SHE WILL **** UK 2021 Dir: Charlotte Colbert. 95 mins
“It’s not creepy, it’s a tragedy.” With these words, writer-director Charlotte Colbert unequivocally announces her intentions with her award-winning directorial debut, She Will. Colbert brings a uniquely feminine vision to the predominantly male centric horror industry, but has aligned herself astutely with a master of the genre, Dario Argento.
Argento’s exploration of witches (Suspiria) and his origins in Giallo (The Bird With The Crystal Plumage) are clearly evident in She Will, but Colbert adds a modern, feminist edge to the film and pays homage to numerous other horror influences including John Carpenter and Wes Craven, both of whom have a career-long predilection for strong female leads.
An aging film star Veronica (Alice Krige) retreats to a Scottish countryside retreat with her nurse Desi (Kota Eberhardt) to recover from a double mastectomy. Veronica is confronted by her traumatic past and effected by mysterious forces after discovering the area’s bloody history with female persecution and the burning of “witches”.
The Witch-horror sub-genre has a checkered history with a limited rate of cinematic success, from the frivolous (Hocus Pocus, Practical Magic) to the misguided (The Lords Of Salem, Season Of The Witch), while truly visionary efforts like The Witch, Suspiria and The Blair Witch Project are astonishingly rare. She Will is an understated, but ambitious attempt by Charlotte Colbert to add herself to the short list of filmmakers who have created these standout productions. In collaborating with Argento, Colbert has given herself the best chance at creating something seminal and distinct, but Colbert’s shrewd decision-making did not end there. The addition of composer Clint Mansell (Requiem For A Dream, Black Swan, The Fountain) was another stroke of genius. Mansell’s compositions are mesmerising and dream-like, adding a layer of intrigue to the film that leaves the viewer unnerved and breathless. The cinematography of Jamie Ramsay (Living, See How They Run) is equally noteworthy as he allows scenes to be filled with subtle movement and deeply vivid colours, whilst creating a vastness and isolation in each image which leaves the viewer almost completely untethered. Reality is creatively blurred with fog and kaleidoscopic fragments with the characters’ awakenings stunningly visualised as they become aware of their own powers and new-found boundaries.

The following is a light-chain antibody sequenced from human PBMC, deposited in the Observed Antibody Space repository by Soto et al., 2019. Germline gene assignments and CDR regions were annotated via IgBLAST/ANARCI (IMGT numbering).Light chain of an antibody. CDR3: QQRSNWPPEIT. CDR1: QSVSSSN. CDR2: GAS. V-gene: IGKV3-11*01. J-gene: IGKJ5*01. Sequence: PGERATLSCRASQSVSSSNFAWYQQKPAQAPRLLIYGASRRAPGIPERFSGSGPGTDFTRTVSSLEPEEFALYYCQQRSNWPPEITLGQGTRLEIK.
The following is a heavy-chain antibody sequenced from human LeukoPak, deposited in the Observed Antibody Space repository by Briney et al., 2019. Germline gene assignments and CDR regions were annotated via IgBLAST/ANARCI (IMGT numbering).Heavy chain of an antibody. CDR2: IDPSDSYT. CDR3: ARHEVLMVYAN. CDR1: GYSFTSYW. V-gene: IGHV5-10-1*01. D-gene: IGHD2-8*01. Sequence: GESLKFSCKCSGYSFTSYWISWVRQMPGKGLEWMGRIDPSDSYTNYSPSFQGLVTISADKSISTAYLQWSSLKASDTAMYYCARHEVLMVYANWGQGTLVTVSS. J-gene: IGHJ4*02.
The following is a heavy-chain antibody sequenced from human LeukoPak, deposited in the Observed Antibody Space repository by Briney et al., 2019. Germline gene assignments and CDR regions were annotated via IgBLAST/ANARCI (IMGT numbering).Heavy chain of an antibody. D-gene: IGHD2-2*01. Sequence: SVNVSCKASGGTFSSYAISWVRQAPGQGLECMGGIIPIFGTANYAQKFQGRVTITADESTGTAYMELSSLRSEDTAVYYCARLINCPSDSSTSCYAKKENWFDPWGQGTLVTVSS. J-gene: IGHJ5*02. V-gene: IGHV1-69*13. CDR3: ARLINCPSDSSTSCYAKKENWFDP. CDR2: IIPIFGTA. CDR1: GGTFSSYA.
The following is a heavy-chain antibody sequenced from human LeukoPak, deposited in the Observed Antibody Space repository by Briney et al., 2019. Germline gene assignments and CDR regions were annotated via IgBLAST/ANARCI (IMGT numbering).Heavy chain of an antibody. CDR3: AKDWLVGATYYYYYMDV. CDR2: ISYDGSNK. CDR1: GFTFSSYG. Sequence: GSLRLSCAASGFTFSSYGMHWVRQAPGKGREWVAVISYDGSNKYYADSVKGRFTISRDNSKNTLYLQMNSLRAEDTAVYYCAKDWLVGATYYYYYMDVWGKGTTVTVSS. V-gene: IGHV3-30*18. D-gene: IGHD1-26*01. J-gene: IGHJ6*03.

However, it is the addition of Alice Krige (Sleepwalkers, Silent Hill), who gives a career best performance and is the most magnificent highlight of the film. The often-underappreciated working-actor, brings defiant gravitas and unflinching realism to a character who has been stripped of her beauty and fame, which she previously used as a mask and defence against the men who have mistreated and abused her. She is laid bare and left with only the most basic essence of herself, and the belief that survival depends on her being “all teeth and claws”. Krige embodies this character with a lived-in confidence and a powerful vulnerability as she accepts her trauma and is ultimately empowered by it.
Veronica (Krige) not only empowers herself, but extends the opportunity to the more submissive Desi (Kota Eberhardt). She hands the key to female sovereignty to the younger female and reminds her that apologies are not needed for independence and gender equality. This concession is hard fought and at the expense of Malcolm McDowell (A Clockwork Orange, Halloween), the abusive film director who catapulted Veronica to fame at the age of 13. Every interaction with male characters is a battle of attrition, which initially leaves the female characters marginalised and stifled, until they find their own power and wield it without mercy.
Colbert has crafted a majestic piece of cinematic art. The deliberate, meandering pacing might be an obstacle for some, but even this creative choice adds a contemporary, elevated dimension to a beautifully constructed film.
Review by Louis Du Toit